Besides the player character base engine, the framework would also have to include basics like a general health/lives system and simple HUD, with room for addition if a mini-game requires it. An overall objective would also be needed as a means to measure progress, like a big Star as the reward for completing each level or series of levels (whatever the mini-game entails). Things like score or tracking the time it takes to complete a mini-game would also be great, encourage a little competition.
Anyway, yeah, those are my thoughts
EDIT: Also, player character would be great if fully customizable. Head shapes, faces, masks, hair, hats, torsos, legs, tails, capes... I'm sure everyone would want to contribute at least one piece for that, we could get a potentially massive selection of stuff, from random bits to full character theme sets.
A mini-game collection doesn't sound much different from everyone working on their own project and bundling them all into a single download. I don't see where there would be any collaborative effort involved in that. When I think of a community project, regardless of media, I think of participants working together towards a single, unified vision.
I agree with Aphant, to an extent. While I do believe that we all should be able to add our own personal touches to the game in some way or another, I think the project would stand a greater chance of success if all of us worked together in a similar way that a professional development team would. We wouldn't need to be as restrictive as a real-life dev team, but we should certainly try to maintain a similar level of organization and communication between team members.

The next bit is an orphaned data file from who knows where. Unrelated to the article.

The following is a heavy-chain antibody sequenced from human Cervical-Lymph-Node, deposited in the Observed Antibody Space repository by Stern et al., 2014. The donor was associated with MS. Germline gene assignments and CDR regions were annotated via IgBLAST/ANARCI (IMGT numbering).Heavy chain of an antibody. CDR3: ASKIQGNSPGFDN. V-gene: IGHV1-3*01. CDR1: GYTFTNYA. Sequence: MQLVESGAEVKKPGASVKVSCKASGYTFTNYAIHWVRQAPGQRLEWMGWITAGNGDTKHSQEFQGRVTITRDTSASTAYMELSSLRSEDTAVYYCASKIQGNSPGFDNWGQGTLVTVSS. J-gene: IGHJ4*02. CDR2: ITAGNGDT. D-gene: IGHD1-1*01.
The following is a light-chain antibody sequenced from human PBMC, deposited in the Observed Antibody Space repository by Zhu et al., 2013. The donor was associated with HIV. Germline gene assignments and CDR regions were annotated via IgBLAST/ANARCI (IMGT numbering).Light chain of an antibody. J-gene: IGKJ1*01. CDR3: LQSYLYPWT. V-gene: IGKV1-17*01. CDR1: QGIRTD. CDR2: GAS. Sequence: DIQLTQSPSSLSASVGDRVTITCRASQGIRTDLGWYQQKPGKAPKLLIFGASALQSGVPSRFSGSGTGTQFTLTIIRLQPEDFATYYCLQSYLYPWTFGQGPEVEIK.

If one of us drops out due to unforeseen circumstances, we have to make sure that we can find a replacement so that the project doesn't fall flat on its face. On a similar note, all of the team members should have a universal method of communication - MSN Messenger or AIM, for example - to allow mass conversations about the project. The easier it is for all of us to communicate and share resources, the greater the chances of success.
Strife makes a good point about having the means of communication; we could use Skype, MSN or AIM, and make it easier for everyone to communicate. I would also think that with so many people working together we'd has to establish standards for the different contributions. That is to say that people need to know what format to make graphics in, what size to make tiles, such and such like that, as well as what style to use (if we have one style). On the Sonic Retro forums, where they work on Sonic the Hedgehog 2 HD, they have leads for programming, music, characters, levels, and more, who have to enforce the style of each medium and approve graphics or music or things.
On the platformer vs minigame debate, I think it could be that we make a standalone platformer with story and goals and such, with minigames strewn throughout that may or may not be required to progress. If the standalone part bombs, then we can change it to navigation between minigames or make it Mario Party style something. That is, if we want to do minigames. I don't like the idea of prepping in advance for failure.